Scientific racism is grounded in the idea that there are biological foundations to racial superiority and inferiority, an idea which hasn't yet gone away. TheVisualsYouNeed, Shutterstock

Content Note: This article contains detailed discussion of racism.

In the late 1700s, the German philosopher Christoph Meiners described in his book The Outline of History of Mankind two divisions of mankind: the “beautiful white race” and the “ugly black race”. He argued that Black people were inferior, immoral and animal-like, as well as being less sensitive to pain due to having thicker nerves and lacking human emotions. He further claimed that although the skulls of black people were larger, their brains were smaller and therefore they were less intelligent than other races.

Meiners was an early practitioner of what is known as scientific racism, a pseudo-scientific belief that there is empirical evidence to support or justify racism and ideas of racial superiority and inferiority.

The ideas invoked by scientific racism are perverse and long-lasting. For example, the outdated idea that Black people experience pain differently persists in modern healthcare. Studies show that Black patients with moderate pain, as determined using pain scores, were 10% less likely to receive any pain medication compared with white patients, and those in severe pain were 20% less likely to receive opioids.

Between the 1600s and the end of World War II, scientific racism garnered support and was used to justify some of history’s greatest atrocities, such as chattel slavery and the Holocaust. However, this support dwindled due to the widespread outrage against the Nazi racial policies that led to the persecution of millions of Jews, Romanis and others deemed “sub-human” by the Nazis.

But these ideas did not disappear. Rather, they adopted a more clandestine approach, and - as Angela Saini, the author of Superior: the Return of Race Science, argues - are beginning to once again gain popularity.

“Humans had already reached the end of the evolutionary line in terms of brain power long before they left Africa for Asia and Europe”

Race science of the past was often presented in biblical language, which was deemed most appropriate at that time for such discourse. For example, in justifying slavery, people argued that God had made people unequal, making white people intelligent so they could direct the labour of others, whilst other races, specifically Black people, were given “strong backs, weak minds, and a placid disposition so that they can labour effectively”.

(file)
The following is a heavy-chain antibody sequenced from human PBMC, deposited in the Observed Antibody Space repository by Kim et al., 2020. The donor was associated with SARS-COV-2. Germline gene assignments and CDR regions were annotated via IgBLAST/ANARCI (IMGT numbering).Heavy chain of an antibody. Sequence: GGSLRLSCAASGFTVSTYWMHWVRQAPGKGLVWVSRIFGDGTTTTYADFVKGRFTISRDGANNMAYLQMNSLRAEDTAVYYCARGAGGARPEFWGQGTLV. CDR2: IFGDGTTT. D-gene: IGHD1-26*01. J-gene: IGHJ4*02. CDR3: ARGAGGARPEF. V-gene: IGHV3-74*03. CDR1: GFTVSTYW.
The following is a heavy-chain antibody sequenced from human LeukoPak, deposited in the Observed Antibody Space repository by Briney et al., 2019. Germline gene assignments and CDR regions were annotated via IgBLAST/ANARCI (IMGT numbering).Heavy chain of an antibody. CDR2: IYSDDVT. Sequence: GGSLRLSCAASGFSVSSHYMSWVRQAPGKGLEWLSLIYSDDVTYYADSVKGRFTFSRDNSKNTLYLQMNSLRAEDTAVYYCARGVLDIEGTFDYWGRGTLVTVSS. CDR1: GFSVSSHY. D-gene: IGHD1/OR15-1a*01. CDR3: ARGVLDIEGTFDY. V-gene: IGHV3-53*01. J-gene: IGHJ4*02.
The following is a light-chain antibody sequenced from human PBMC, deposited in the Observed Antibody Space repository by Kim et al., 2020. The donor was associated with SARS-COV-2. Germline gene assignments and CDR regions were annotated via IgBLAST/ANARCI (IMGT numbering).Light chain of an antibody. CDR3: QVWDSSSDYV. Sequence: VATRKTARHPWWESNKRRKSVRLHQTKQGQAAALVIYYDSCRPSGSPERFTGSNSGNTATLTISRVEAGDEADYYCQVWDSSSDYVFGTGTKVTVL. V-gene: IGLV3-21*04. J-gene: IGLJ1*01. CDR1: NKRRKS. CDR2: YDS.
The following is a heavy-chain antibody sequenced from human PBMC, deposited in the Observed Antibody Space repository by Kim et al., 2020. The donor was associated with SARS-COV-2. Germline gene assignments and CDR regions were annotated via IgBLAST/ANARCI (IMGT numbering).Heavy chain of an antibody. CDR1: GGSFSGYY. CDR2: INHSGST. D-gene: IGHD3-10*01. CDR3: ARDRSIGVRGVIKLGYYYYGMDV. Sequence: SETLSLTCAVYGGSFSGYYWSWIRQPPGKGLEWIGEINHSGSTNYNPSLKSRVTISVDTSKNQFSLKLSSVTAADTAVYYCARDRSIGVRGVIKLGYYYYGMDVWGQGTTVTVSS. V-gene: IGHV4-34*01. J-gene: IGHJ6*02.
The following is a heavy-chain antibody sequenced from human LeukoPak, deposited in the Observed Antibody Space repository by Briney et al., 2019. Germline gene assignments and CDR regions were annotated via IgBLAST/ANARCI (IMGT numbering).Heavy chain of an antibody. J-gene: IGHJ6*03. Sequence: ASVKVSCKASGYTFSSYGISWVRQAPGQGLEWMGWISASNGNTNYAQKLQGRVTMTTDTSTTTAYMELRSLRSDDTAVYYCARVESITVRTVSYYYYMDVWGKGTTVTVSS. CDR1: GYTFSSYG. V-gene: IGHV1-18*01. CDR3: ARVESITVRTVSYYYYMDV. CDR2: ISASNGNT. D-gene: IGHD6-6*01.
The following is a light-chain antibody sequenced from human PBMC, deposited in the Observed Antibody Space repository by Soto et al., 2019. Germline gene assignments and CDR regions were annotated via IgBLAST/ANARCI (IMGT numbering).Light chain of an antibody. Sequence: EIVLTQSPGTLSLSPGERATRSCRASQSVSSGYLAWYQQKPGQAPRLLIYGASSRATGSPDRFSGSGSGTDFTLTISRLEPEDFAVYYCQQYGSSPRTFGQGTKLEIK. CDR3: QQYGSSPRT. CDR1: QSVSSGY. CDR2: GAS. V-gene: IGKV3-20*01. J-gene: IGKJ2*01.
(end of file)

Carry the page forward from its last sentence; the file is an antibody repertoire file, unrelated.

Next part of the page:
In contrast, the race science of today is embellished with scientific language, a language that is considered “impartial, truth-seeking and authoritative” as Saini argues. It is this change in tone that has allowed race science to resurface, but this time not as what would now be considered absurd theology with a political agenda, but as a respectable approach to justifying racism.

One of the main figures behind this resurgence of race science is Nicholas Wade, a former New York Times science correspondent. In his book A Troublesome Inheritance (which has been widely criticised and publicly denounced by more than 100 biologists and geneticists), Wade offers three arguments that are often seen as the three principles underpinning modern race science. Firstly, the concept of “race” corresponds to extensive biological differences among groups of humans; secondly, human brains have evolved differently in different races; and thirdly, these differences are supported by different racial averages in IQ tests.